IRS & State Tax FAQ

Illinois Tax Problem Guide – IRS & State Tax FAQ

This Tax FAQ will help you answer your most pressing questions. If you would like to schedule a free confidential consultation, call us at 708-598-5999.

Q: I recently received a letter from the IRS demanding payment in full of unpaid taxes, I am unable to pay the full amount, how do I prevent the IRS from taking my property?

A. The IRS has several options other than full payment that will allow you to keep your property, including programs that allow a monthly payment agreement or an offer in compromise. The IRS may even suspend collection entirely without any payment in certain circumstances.  Care must be exercised  however, when working with the IRS to determine the amount of your payment.  If you must pay, you want to be sure to come to a monthly payment figure which you can afford to make while still paying your other expenses.  Like any creditor, the IRS generally wants to collect on their debt at the earliest possible date. In addition, the IRS is a creditor which has extraordinary powers to use when collecting.

Q: Is it true that before I can get a monthly payment agreement I have to file all my tax returns ?

A. The IRS generally requires that an individual seeking a monthly payment agreement must be in compliance regarding tax filing requirements, including the filing of delinquent tax returns.  There are exceptions to this requirement depending on whether the IRS has “filed for you” based on the information the IRS has in its records and the tax year involved.

Q I was recently contacted by an IRS employee seeking detailed financial information, do I have to provide the information?

A: Generally, the IRS requests financial information to prepare a delinquent return or to analyze your ability to pay a delinquent tax.  On the other hand, the IRS may be seeking the information for the purpose of ceasing your property immediately or at a future date. Depending on your individual situation and how confident you are about “where you are” with the IRS, you may decide to work with the IRS yourself or you may benefit by contacting a qualified tax professional to assist you in determining the essential information you are required to provide to the IRS at any given time.

Q: Will I get future tax refunds if the IRS approves an installment agreement payment plan ?

A The IRS automatically applies future refunds to outstanding balances. You must also continue to make the installment agreement payment because any refund is not considered a substitute for the regularly scheduled payment.

Q: The IRS filed a lien against me, will the IRS take my house?

A. The IRS must engage in a lengthy financial analysis before seizing and selling a personal residence. The lengthy analysis generally allows for ample time and opportunity to prevent displacement from you home.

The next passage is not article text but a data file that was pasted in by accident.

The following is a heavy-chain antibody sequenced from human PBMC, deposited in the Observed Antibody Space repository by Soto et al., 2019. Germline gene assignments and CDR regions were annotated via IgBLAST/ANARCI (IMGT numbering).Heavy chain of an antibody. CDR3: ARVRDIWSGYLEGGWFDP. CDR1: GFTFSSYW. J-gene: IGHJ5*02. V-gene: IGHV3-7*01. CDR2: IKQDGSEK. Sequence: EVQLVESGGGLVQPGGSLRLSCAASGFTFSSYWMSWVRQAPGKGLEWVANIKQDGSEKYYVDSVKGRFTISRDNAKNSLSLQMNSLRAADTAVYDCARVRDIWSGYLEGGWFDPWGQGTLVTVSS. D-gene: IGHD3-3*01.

Q: The IRS filed a tax return for me, is there anything that I can do?

The IRS has the authority to file certain tax returns based on available information. It is likely that their information produces a tax liability that is greater than the liability that would have resulted had you filed your return. It is often a good idea to file your own return even if the IRS has “filed for you”.  There are, however, considerations other than simply which tax liability is larger,  the tax from the IRS’s calculation or yours.  Issues such as the applicable statute of limitations period and your overall financial condition  can come into play.

Q The IRS levied my bank account/my wages, what can I do?

A: You must take immediate action to minimize the financial impact by contacting the IRS representative responsible for the Levy. You will generally have less time to act if your wages are levied than if your bank account is levied.

Q: Will the IRS close my business because my business owes past due taxes?

The IRS generally tries to work with business entities that have past due tax liabilities provided the business entity can demonstrate the ability to satisfy current and future filing and paying obligations while dealing with the past due obligations. The IRS generally prefers not to close down businesses, however seizures and levies and liens by the IRS can have that effect, regardless of the IRS’s intent.   The nonpayment of current employment taxes on an ongoing basis is considered to be a more serious tax issue than the failure to make most other types of required tax payments. It is the type of issue which can result in a business being shut down by the IRS and should be dealt with with care.

Q: Should I pay my current or past due business taxes?

A: The IRS generally requires that business entities be in compliance regarding current filing and payment obligations before considering  payment arrangements for past due taxes.  There are, however, exceptions and special arrangements which can be made in any given situation depending on the particular facts, because the IRS is generally not interested in closing the businesses it is  trying to collect from.

Q: My corporation cannot pay the employment taxes, will I personally have to pay?

A: The IRS can, and often does, assess certain responsible individuals with personal liability for employment taxes that were not paid by a business.